Lawrence was still about 200 miles away when Dean caught his train of thought going in circles. So he sighed and ran through it out loud for Sam in Gaelic.

Sam nodded thoughtfully and replied in kind. "Why don't we split up, then? I'll take the house; I haven't been there since I was six months old, so I can play it off as curiosity about the old place. And you can try interviewing some of Dad's friends."

Dean nodded slowly. "That might work. The thing is..."

"You think they'd recognize you?"

"They might."

"Well, we left kind of suddenly, didn't we?"

"Yes. We did."

"So maybe you could say something about Dad disappearing again and wanting to try to figure out what would have set him off, based on the way he disappeared after Mom died."

Dean considered the idea. "Yes, that could work. FBI profiler?"

"Something like that, sure."

"Yes. That might work."

There was a pause before Sam said, "You know... if this were any other hunt, we'd be interviewing witnesses."

Dean sighed heavily and stared out at the road. "I don't know how much I can tell you, Sammy. Even this far away."

"Talk around it, then."

"All right. Well, I... had gone to bed, you know that. Dad yelled, and it woke me up. And... then... well. Anyway, he gave you to me, told me to take you outside. So I carried you out of the house." Dean paused. "And then Dad... came out alone."

He could feel Sam looking him over, studying him. "You never told me that."

Dean shrugged a little. "Wasn't a big deal."

Sam looked at Dean a moment longer before looking back out at the road. "Thanks."

Dean reached over and squeezed the back of Sam's neck quickly.

"So. We know Dad's story; we know what's in Mom's journal. I don't think Yellow-Eyes is what's in the house, unless he's trying to set a trap for us."

"Which might be possible."

"Not likely, though."



"Also unlikely."

Sam sighed. "All right. Well, I guess we'll have to see what we find when we get there."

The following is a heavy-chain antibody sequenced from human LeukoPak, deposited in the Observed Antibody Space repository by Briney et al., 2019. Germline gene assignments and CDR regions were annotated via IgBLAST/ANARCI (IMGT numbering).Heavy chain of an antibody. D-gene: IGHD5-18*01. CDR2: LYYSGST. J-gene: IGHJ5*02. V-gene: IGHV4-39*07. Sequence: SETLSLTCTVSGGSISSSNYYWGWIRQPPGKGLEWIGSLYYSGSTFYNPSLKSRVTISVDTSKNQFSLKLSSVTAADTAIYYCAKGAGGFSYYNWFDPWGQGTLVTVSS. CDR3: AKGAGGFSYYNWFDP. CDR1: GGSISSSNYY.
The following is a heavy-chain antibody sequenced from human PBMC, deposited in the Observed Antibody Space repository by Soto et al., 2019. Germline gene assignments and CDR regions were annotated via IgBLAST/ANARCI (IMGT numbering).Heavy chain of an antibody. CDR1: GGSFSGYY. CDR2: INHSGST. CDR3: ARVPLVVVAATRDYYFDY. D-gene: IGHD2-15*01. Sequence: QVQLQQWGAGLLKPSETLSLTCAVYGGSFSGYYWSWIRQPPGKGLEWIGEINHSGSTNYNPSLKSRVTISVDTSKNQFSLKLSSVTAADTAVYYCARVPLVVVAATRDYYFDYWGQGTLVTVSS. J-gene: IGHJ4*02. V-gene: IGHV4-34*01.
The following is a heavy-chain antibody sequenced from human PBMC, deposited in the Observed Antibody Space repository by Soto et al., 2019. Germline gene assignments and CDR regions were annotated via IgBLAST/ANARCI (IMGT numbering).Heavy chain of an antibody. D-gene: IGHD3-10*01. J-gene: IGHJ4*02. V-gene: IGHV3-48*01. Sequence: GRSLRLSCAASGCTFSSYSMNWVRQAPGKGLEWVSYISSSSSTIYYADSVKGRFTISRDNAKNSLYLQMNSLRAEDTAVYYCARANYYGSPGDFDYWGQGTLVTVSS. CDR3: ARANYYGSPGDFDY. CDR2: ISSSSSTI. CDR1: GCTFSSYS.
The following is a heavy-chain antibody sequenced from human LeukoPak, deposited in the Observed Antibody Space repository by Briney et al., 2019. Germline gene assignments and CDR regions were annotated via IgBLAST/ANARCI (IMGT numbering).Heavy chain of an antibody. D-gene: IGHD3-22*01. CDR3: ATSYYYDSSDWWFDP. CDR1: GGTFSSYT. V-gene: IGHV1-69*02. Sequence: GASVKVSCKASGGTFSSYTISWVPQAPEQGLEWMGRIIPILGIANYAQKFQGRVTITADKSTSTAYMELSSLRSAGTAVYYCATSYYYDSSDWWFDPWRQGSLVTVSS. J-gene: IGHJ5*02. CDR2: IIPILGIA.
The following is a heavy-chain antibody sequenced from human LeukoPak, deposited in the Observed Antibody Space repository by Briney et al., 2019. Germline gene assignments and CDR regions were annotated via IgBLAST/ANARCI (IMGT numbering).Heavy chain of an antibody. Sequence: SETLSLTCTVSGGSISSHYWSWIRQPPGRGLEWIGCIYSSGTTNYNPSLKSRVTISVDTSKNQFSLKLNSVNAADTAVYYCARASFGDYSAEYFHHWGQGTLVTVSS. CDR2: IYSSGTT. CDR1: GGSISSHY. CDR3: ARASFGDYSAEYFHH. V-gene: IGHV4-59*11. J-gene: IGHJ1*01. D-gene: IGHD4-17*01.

Dean nodded. "Listen, would you do me a favor? See if you can find the address for that garage where Dad used to work. I'll see if anybody there remembers why we left, maybe see if there's some connection to the night Mom and Dad blacked out so bad."

"Good idea. What was the last name?"


Sam nodded and got out his laptop. A few moments later he jotted down an address and directions. Dean thanked him and turned up the radio, trying to distract himself from the impending investigation.

The brothers stopped in Topeka for food and so that Dean could change into his Fed suit. From there, it was only another half hour to Lawrence. Once they got to the old neighborhood, Dean dropped Sam off a few blocks from the house and followed the directions Sam had written down to Guenther Automotive. He barely remembered Mike, but he was prepared for the chance that Mike would remember him and decided to go ahead and introduce himself as "John Winchester's son." Mike didn't recognize him immediately, but that introduction and the mention that Dad was missing again opened the floodgates of decades-old gossip.

"Yeah," Mike said, "your dad, he'd just take off every now and then—with your mom sometimes, but sometimes not. I remember when they eloped; John called to say there was some kind of family emergency that he'd have to miss work for. Next thing I knew, John and Mary were off somewhere in Colorado and Mary's parents were dead. Lot of people figured it was the shock that killed Samuel, but I never was sure." He paused. "Not that I figure your dad had anything to do with it. It was a heart attack, after all."

Dean nodded. "No, I understand. It's just a strange coincidence that the Campbells died the night Mom and Dad eloped."

"Something like that, yeah. And then there was the time our old boss died trying to stop a robbery—or something like that. The whole thing was bizarre. Your mom and dad evidently had too good of a time the night before, 'cause John didn't hear the phone ring until almost time for him to be here. But the place was a wreck. Police never did figure out who broke in, who got stabbed, or why things were trashed so badly."

Dean frowned. "Stabbed?"

"Yeah, there was a tire iron covered in blood, like somebody'd used it to run somebody else through. Only body was old man Woodsen's, though. He'd died of a heart attack, too, but somebody'd burned out his eyes somehow."

"This tire iron, what was it made of?"

"Hell if I know, son. It was pretty old, probably mostly real iron. And then there was some weird symbol that was painted on the wall in blood—couldn't tell whose. That was back before we had DNA testing, y'know, and it was scorched in the middle. We tried to paint over it, but in the end we had to replace the metal."

"Huh. Do you remember what it looked like?"

Mike shook his head. "Sorry."

"That's okay, just curious. What about when we left after the fire? What happened to set him off?"

Mike sighed. "I never did get a straight answer out of the Chief. Near as I can figure, though, he'd been to see some psychic here in town. Next thing I know, he's packing you kids into the car and taking off for Arizona like the whole NVA was after him. Never saw him again."

"Do you remember the psychic's name?"

"Think it started with an M, but I can't be sure. Sorry."